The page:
Great Ideas to Improve Time Management Skills | Small business

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Small businesses and small business owners are as prone to workplace stress as any large business or its employees. The secret to effective stress management, regardless of the size of the company, lies in addressing stress-related issues from both an organizational and individual perspective. Poorly developed or non-existent time management skills are a major stressor in the workplace. Although a small business may not have the financial resources to solve time management problems by purchasing expensive and sometimes complex time management software, there are many inexpensive or free ideas and alternatives.

An organizational approach

One of the best ways to approach time management from an organizational perspective is for a small business owner to first develop good time management skills and then become a motivational role model for employees. of the company. Incorporating ideas for improving time management skills into a newly developed or already existing employee wellness program can also be an effective way to address the issue at the organizational level. Consider posting time management tips on the employee bulletin board, including a time management segment in a lunch and learn series, and incorporating time management ideas into workplace processes and procedures. job.

Use appointment books

Buy appointment books for office staff, department heads and other key staff. Ask these employees to stop creating single-sheet to-do lists, which often become so long that they are neither efficient nor usable. Adopt a scheduling policy where meetings, tasks, and activities are scheduled and assigned not only to a specific day, but also with a specific start and end time. If the company uses office software that includes a planning module, an electronic appointment book is an alternative.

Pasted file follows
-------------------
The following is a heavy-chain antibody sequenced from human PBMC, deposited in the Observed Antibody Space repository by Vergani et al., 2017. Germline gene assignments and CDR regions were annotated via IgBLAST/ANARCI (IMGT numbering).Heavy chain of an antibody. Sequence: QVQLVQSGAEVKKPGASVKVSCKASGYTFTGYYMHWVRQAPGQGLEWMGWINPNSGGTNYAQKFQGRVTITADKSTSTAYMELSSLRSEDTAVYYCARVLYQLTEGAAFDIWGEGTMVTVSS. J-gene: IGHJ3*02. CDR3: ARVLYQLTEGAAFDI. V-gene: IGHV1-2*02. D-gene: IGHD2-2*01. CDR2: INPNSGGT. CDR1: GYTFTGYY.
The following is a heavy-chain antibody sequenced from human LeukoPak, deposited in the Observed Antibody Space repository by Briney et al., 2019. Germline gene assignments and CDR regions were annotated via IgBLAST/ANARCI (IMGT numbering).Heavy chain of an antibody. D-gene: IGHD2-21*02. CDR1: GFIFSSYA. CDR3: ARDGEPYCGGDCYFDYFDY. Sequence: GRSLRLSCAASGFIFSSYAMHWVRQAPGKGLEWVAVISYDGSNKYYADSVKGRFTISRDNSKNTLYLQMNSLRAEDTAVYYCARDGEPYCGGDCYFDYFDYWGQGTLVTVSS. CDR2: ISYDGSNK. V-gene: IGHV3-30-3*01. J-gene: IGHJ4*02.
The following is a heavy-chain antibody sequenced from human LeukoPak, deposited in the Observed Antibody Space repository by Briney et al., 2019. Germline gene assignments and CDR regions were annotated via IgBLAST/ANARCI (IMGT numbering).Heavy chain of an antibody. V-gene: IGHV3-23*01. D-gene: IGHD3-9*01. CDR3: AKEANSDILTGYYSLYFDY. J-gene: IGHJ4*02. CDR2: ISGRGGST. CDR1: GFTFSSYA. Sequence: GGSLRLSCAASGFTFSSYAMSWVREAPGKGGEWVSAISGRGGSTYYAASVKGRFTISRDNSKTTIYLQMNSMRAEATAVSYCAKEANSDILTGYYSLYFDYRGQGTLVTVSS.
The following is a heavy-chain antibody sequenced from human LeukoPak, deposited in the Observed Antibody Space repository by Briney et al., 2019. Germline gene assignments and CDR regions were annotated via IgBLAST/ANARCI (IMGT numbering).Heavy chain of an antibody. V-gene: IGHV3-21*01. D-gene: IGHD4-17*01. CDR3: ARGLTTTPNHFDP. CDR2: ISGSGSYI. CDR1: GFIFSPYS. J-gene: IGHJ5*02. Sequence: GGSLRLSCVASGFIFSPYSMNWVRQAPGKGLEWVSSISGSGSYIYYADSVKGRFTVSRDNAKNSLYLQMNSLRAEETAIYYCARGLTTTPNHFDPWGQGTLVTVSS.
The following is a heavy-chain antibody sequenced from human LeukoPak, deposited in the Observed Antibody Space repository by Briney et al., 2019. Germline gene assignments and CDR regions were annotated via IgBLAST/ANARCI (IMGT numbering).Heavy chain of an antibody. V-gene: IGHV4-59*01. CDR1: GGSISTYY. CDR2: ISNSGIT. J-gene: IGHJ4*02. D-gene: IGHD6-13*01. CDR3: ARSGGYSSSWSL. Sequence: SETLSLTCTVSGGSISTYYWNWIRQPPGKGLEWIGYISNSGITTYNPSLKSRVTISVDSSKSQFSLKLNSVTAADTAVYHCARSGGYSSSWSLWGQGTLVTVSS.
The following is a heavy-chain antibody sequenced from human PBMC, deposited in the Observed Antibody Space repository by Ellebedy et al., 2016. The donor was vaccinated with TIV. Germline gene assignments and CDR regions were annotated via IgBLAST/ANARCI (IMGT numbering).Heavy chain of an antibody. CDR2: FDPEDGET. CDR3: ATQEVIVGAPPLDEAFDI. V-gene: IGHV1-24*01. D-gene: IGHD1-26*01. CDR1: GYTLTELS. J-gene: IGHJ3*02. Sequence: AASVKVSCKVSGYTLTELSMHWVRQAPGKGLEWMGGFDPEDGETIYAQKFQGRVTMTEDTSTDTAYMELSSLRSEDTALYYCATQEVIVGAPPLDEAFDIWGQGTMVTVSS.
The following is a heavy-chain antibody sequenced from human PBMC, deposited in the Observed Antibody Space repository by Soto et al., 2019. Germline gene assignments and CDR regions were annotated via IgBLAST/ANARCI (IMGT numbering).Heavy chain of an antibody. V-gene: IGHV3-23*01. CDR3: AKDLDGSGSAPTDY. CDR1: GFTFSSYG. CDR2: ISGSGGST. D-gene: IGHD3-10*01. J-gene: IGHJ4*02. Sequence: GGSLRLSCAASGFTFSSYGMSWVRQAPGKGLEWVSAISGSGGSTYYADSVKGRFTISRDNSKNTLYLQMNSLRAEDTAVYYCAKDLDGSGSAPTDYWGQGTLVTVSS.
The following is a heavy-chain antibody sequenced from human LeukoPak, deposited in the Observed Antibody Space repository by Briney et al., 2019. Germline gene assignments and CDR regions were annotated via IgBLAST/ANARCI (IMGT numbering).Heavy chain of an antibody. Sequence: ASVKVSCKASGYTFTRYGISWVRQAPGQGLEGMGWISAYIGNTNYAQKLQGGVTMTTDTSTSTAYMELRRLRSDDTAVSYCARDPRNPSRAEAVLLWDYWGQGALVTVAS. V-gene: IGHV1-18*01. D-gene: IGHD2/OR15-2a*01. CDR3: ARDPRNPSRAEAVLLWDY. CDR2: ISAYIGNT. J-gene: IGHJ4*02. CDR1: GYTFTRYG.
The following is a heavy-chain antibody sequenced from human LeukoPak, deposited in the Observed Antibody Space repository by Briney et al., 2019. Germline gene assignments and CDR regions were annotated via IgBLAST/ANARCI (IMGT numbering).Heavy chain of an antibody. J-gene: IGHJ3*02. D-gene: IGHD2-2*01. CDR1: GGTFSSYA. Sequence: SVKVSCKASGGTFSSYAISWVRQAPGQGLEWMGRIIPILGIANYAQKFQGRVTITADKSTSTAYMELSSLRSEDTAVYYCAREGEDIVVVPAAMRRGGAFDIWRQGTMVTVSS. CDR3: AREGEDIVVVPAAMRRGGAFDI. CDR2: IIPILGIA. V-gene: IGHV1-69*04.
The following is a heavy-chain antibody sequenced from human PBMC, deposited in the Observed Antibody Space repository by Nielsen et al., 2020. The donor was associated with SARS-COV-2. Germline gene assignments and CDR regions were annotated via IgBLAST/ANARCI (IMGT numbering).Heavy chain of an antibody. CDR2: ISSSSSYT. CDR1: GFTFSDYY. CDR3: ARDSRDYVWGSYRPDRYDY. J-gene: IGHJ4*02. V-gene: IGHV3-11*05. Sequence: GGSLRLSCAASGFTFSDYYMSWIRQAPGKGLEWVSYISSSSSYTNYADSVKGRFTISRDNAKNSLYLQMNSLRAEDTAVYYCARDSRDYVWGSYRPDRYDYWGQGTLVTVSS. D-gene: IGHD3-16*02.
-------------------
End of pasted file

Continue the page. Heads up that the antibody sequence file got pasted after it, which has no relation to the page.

Reduce or stop interruptions

Encourage employees to reduce time-wasting interruptions by creating an environment where employees feel comfortable saying “no”. An open door policy, while standard in many small businesses, is an open invitation to interruptions and reduced productivity. Allowing employees to incorporate office hours into appointment book scheduling instead is an effective way to plan for downtime. Adopt a policy that states that unless an issue or problem requires an immediate response, employees schedule blocks of time, such as at the end of each workday, to return phone calls and respond to emails received throughout the day.

Make planning a priority

A 30-minute weekly planning meeting on Monday morning can set the stage for the week’s activities. Weekly planning meetings allow employees to better understand what needs to be accomplished during the week. Incorporating a Q&A session into each weekly meeting gives everyone the opportunity to ask questions they may need answered and to get clarification on unclear procedures that could otherwise lead to work disruptions. time-consuming. Encourage employees to spend the first 15-30 minutes of each day creating or modifying a daily plan.

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